About Forensic Anthropology

Traveling is wonderful and I’m so thankful to be able to do it, but I also truly enjoy research and archaeology work – the end goal is to find a career job that allows me to do both (which hopefully I’m on the way to).

During Undergraduate University, I taught coursework in Forensic Anthropology and Anatomy and did some very interesting research on medicinal healing, gender underrepresentation and osteology. As an aspiring Forensic Anthropologist and Bioarchaeologist, when I tell people my area of interest, it often is confused with Paleontology (people who study fossils and dinosaurs) or is referenced to ‘Bones’, a TV show that used to air on Fox.

Here’s what the Smithsonian defines Forensic Anthropology as:

Forensic anthropology is a special sub-field of physical anthropology (the study of human remains) that involves applying skeletal analysis and techniques in archaeology to solving criminal cases. When human remains or a suspected burial are found,  forensic anthropologists are called upon to gather information from the bones and their recovery context to determine who died, how they died, and how long ago they died.  Forensic anthropologists specialize in analyzing hard tissues such as bones. With their training in archaeology, they are also knowledgeable about excavating buried remains and meticulously recording the evidence.

It’s a long definition but it pretty much sums up the labor of the job.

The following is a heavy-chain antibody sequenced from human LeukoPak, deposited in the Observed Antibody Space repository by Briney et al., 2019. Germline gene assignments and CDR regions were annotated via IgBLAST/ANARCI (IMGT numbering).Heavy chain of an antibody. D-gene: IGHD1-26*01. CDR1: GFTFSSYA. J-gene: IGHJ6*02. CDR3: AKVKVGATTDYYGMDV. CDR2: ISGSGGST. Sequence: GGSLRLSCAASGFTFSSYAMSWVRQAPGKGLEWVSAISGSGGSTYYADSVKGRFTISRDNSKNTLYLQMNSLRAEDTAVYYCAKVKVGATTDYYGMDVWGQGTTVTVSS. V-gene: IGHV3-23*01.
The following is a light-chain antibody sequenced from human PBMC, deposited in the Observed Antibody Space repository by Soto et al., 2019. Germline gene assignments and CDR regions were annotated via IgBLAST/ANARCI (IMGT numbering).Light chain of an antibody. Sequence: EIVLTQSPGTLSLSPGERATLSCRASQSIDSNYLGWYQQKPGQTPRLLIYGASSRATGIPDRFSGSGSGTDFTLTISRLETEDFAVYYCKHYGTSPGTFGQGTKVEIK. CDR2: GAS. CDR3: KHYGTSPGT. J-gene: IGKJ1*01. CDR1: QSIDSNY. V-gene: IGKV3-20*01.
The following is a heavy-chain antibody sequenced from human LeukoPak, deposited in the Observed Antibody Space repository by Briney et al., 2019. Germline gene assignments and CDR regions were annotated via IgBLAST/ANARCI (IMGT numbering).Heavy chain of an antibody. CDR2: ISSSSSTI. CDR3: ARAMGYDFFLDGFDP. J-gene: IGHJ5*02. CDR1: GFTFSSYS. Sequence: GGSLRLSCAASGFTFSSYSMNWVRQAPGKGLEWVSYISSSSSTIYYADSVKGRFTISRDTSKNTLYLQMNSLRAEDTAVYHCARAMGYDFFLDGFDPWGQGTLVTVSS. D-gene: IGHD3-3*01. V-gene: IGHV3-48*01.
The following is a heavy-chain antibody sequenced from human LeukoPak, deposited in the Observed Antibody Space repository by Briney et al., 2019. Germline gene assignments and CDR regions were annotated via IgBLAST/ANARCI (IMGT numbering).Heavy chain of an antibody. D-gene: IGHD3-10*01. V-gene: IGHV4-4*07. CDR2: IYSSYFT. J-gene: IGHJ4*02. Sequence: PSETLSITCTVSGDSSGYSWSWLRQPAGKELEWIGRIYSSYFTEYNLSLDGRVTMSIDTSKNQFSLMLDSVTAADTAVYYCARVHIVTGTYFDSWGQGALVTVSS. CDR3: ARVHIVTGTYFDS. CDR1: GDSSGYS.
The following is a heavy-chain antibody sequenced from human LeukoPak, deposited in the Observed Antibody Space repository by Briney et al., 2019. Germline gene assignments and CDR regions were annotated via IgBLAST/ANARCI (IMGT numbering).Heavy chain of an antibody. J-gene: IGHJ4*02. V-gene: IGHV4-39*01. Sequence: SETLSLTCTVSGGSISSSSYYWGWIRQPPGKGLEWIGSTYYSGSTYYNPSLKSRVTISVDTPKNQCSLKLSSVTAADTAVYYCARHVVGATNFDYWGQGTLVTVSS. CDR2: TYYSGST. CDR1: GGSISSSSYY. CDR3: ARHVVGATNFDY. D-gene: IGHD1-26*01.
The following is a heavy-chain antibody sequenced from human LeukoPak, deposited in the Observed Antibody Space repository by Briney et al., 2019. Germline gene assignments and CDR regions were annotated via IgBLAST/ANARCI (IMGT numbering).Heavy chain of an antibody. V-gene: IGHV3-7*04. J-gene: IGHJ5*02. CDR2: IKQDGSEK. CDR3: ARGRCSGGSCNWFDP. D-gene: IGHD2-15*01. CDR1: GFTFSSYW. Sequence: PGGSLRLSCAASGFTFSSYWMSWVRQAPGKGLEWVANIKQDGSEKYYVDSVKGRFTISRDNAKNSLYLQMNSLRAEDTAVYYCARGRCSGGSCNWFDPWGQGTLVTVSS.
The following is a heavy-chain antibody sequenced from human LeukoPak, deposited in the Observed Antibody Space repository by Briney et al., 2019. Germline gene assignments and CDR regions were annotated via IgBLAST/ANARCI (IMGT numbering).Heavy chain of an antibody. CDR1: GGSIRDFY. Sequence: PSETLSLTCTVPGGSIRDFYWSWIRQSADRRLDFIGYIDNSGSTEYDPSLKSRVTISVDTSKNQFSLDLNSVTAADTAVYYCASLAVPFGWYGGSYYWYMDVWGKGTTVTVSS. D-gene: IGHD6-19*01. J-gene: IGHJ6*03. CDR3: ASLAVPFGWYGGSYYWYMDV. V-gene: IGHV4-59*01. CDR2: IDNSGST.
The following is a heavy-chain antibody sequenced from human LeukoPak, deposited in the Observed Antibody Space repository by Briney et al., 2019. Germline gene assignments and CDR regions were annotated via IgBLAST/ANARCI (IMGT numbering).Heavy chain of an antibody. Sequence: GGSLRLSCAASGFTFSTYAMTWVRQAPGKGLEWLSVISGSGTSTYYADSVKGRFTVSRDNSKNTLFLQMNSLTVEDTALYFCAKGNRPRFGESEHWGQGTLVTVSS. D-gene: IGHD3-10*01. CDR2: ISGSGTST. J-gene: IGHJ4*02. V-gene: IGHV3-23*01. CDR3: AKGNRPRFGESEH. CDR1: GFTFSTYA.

It is digging in the dirt, it is lab work, but it’s not as glamorous as depicted. There’s a lot of sweat, sometimes blood, and often tears. This work is meaningful. It provides answers to people who don’t know where their loved ones are. It can hold bad people accountable. It buries or reburies people who have been displaced. This job is a special one and every opportunity I’ve had to become more and more acquainted with the work I’ve been grateful for.

Here is a group paper completed in Undergraduate University that provides a deeper look at what a Forensic Anthropologist does. We were given a container of bones and had to do our best to identify how many bodies there were, who they were and what happened to them.

In the Summer of 2017 I worked in Drawsko, Poland at a Mortuary Archaeology Field School, excavating buried remains of a cemetery to try and learn more about the people who used to live there. Roman pots were discovered, a grave robbery was unearthed and I left with more questions than when I first got there. Read more about that work here.

Most recently, for the past (nearly a full) year, I have worked with the Lummi Nation Indian Tribe of Washington State to recover, analyse and rehouse 70+ archaeological sites worth of artefacts for repatriation. Read more about that work here.

For now, traveling and language learning are the priorities before Graduate school begins in the fall, but if there are any questions or comments about this work, feel free to send me a message – this stuff is super interesting!